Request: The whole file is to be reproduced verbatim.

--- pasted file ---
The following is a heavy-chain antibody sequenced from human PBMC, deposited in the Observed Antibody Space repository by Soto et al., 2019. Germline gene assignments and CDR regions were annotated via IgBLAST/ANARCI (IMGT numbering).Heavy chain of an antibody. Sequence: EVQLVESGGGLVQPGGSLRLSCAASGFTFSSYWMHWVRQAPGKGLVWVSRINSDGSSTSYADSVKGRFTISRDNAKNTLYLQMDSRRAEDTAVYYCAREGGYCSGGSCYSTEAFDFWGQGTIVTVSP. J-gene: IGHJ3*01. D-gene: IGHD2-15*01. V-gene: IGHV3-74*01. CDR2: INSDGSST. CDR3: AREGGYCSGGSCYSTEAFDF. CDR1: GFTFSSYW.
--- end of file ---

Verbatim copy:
The following is a heavy-chain antibody sequenced from human PBMC, deposited in the Observed Antibody Space repository by Soto et al., 2019. Germline gene assignments and CDR regions were annotated via IgBLAST/ANARCI (IMGT numbering).Heavy chain of an antibody. Sequence: EVQLVESGGGLVQPGGSLRLSCAASGFTFSSYWMHWVRQAPGKGLVWVSRINSDGSSTSYADSVKGRFTISRDNAKNTLYLQMDSRRAEDTAVYYCAREGGYCSGGSCYSTEAFDFWGQGTIVTVSP. J-gene: IGHJ3*01. D-gene: IGHD2-15*01. V-gene: IGHV3-74*01. CDR2: INSDGSST. CDR3: AREGGYCSGGSCYSTEAFDF. CDR1: GFTFSSYW.